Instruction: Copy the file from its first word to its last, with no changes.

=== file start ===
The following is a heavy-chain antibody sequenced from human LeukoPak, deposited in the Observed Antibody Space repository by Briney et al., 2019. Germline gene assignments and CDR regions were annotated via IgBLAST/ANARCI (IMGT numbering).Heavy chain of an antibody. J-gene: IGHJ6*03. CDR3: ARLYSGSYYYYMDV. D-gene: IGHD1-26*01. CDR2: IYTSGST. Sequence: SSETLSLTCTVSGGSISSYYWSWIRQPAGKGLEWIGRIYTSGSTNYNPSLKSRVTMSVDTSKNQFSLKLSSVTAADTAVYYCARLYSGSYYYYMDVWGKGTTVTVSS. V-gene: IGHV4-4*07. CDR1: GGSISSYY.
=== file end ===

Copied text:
The following is a heavy-chain antibody sequenced from human LeukoPak, deposited in the Observed Antibody Space repository by Briney et al., 2019. Germline gene assignments and CDR regions were annotated via IgBLAST/ANARCI (IMGT numbering).Heavy chain of an antibody. J-gene: IGHJ6*03. CDR3: ARLYSGSYYYYMDV. D-gene: IGHD1-26*01. CDR2: IYTSGST. Sequence: SSETLSLTCTVSGGSISSYYWSWIRQPAGKGLEWIGRIYTSGSTNYNPSLKSRVTMSVDTSKNQFSLKLSSVTAADTAVYYCARLYSGSYYYYMDVWGKGTTVTVSS. V-gene: IGHV4-4*07. CDR1: GGSISSYY.